Thinking of going back to school so you can leap ahead in your career? Your employer might help pay for it — if you know how to ask. Just follow these steps.
Step 1: Explore Your Options
Start with the benefits section of your employee handbook. Look for info about educational assistance or reimbursement programs. Or ask your manager or a human resources representative for details.
Many large companies have a standard policy on educational benefits, usually covering a fixed amount per year with a lifetime maximum, said Anthony Riani, a Seattle-area compensation expert and former instructor for UW Professional & Continuing Education's Certificate in Human Resources Management. Smaller companies may offer educational perks as a way to attract top talent, and it’s a growing trend for companies with a high volume of entry-level or low-skilled employees — like Starbucks and Walmart — to subsidize college costs, Riani said.
“They want their employees to acquire skills so they can start advancing in the company,” said Riani.
If you really want to study something, define your goals and go for it. Have the passion to sell it to your employer.
Anthony Riani, Seattle-area compensation expert
Be sure to note what kind of programs your company considers eligible for financial assistance. Master’s degrees and certificate programs typically qualify, provided they relate to your current job or potential career path. You might also be able to receive assistance for courses or specializations. And programs that prepare students for professional certification in areas like health care or project management are particularly attractive to employers.
“For certain jobs, you need those certifications,” Riani said.
Step 2: Make Your Case
Find the program that’s right for you, then talk with your manager. Be ready to describe what you expect to learn and, most importantly, what skills you’ll be able to contribute to your organization.
“Companies always look at it as an investment,” Riani said. “They want the employees to study something related to their job or any kind of promotion or career path.”
As you prepare to make your case, ask yourself these key questions:
- If educational assistance doesn’t cover all your costs, can you pay for the rest from savings or student loans?
- How long will your program take? Will you study at night or on weekends? Be ready to explain how you’ll manage all your commitments — at work, at school and at home. Talk with your manager about any anticipated schedule conflicts.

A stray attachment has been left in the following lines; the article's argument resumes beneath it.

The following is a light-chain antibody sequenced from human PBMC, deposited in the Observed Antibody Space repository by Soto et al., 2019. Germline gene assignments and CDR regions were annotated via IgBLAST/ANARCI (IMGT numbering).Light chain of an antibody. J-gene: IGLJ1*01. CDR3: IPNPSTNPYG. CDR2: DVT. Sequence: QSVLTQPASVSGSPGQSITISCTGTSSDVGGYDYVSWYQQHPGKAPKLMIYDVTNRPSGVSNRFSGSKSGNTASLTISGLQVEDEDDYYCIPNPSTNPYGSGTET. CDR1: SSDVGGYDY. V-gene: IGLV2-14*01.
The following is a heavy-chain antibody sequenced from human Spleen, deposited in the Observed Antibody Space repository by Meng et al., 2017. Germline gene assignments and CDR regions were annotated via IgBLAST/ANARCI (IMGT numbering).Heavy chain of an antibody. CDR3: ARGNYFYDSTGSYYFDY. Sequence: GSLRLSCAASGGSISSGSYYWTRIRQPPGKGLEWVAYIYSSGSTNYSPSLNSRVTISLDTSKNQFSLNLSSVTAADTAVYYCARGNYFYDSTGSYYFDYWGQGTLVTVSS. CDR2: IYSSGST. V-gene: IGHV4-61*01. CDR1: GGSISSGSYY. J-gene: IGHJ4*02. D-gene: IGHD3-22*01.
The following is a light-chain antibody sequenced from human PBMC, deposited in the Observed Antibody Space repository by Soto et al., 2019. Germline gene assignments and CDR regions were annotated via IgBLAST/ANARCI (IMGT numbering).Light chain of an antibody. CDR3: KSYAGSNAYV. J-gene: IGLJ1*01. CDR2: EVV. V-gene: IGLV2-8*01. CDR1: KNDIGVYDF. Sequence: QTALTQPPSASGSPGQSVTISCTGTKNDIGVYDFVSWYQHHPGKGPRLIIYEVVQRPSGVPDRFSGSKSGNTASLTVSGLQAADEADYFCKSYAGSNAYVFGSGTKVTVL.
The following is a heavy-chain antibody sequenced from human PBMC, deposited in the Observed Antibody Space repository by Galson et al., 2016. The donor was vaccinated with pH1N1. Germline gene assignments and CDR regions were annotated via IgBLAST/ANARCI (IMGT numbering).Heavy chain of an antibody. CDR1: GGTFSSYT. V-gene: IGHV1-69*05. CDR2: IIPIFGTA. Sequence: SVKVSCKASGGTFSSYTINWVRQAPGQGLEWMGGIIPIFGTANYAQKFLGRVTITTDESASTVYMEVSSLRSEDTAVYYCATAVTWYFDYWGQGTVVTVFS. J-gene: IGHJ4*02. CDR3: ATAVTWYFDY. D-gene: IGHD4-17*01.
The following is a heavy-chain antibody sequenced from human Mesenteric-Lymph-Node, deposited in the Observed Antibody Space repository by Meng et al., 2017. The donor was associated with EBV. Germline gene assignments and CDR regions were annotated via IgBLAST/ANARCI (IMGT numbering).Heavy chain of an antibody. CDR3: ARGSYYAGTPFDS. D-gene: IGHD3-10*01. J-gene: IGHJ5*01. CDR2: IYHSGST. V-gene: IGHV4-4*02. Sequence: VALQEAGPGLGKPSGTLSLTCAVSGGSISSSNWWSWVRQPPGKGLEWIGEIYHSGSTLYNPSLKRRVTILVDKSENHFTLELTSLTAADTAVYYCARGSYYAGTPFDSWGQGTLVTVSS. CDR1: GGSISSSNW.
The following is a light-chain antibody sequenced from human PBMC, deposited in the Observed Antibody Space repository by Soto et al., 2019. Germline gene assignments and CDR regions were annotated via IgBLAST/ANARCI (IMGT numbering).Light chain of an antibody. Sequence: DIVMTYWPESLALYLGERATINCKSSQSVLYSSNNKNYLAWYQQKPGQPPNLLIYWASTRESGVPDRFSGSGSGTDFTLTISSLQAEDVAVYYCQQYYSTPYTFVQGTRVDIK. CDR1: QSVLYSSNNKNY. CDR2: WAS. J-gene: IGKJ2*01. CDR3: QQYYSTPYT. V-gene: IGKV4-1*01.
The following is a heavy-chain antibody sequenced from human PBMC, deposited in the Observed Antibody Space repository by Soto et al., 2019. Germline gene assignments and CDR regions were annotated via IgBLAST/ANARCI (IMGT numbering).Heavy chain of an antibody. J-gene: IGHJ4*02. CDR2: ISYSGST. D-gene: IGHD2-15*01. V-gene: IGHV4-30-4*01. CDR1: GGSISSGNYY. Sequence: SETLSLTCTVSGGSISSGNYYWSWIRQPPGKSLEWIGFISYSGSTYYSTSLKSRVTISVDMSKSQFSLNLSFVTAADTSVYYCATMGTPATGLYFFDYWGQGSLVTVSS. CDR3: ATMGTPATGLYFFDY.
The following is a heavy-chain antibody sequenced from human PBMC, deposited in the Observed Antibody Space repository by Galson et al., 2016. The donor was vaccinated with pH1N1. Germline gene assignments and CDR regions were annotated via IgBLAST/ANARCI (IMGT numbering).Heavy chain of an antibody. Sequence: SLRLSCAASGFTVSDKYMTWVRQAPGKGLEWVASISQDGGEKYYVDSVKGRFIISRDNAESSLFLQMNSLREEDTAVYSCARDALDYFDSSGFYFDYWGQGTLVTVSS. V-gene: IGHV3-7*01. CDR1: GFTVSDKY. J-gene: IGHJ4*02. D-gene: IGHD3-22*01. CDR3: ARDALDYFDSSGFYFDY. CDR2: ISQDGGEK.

- Are you a top performer? Employers may be less likely to spend company money on underperforming employees or those who may not be at the business for the long term, Riani said.
- Do you have a five-year plan? Riani suggests mapping out where you want to see yourself in five years and how your education can get you there.
Don’t give up if your company doesn’t have a formal educational assistance program — talk with your manager about how the education you want will improve your work.
“Try to convince them,” Riani said. “It depends on their budget; it depends on several factors. Align with that five-year plan. Return-on-investment is very important.”
Step 3: Read the Fine Print
To secure your educational assistance, make sure you know your obligations before you sign up for class:
- Does your employer require pre-approval? Some companies require that you get their forms signed before class begins to ensure your costs are reimbursed.
- How are your educational costs paid? Usually employees pay their school bills themselves and then apply for reimbursement. If that’s the case, make sure you can cover the bills until you get reimbursed.
- Are there grade requirements? To get reimbursed, employees are usually required to achieve at least satisfactory completion for non-credit courses, or a C (2.0 average) for credit courses, said Sandra Awakuni, associate director of Registration Services at UW Professional & Continuing Education.
- How long do you have to work at the company? Some policies require employees to stay at the workplace for a period of time after receiving educational assistance, usually no more than one to two years. Riani said employees who depart an organization earlier may be asked to repay all or part of their educational costs.
step 4: Go For It
There’s a good chance your employer offers some kind of educational assistance — nearly 60 percent of companies do. Yet employees don’t always take advantage of the benefit.
“If the company offers it, you should use it," Riani said.
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